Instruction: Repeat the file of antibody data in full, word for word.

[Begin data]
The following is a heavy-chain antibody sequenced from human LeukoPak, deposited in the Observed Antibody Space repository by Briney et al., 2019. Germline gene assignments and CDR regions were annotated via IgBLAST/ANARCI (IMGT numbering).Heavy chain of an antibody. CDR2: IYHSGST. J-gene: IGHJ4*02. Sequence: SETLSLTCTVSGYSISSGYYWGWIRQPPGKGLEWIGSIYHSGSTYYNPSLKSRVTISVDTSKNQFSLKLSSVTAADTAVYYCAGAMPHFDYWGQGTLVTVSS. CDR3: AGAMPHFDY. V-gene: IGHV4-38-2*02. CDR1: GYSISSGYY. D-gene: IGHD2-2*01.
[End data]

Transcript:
The following is a heavy-chain antibody sequenced from human LeukoPak, deposited in the Observed Antibody Space repository by Briney et al., 2019. Germline gene assignments and CDR regions were annotated via IgBLAST/ANARCI (IMGT numbering).Heavy chain of an antibody. CDR2: IYHSGST. J-gene: IGHJ4*02. Sequence: SETLSLTCTVSGYSISSGYYWGWIRQPPGKGLEWIGSIYHSGSTYYNPSLKSRVTISVDTSKNQFSLKLSSVTAADTAVYYCAGAMPHFDYWGQGTLVTVSS. CDR3: AGAMPHFDY. V-gene: IGHV4-38-2*02. CDR1: GYSISSGYY. D-gene: IGHD2-2*01.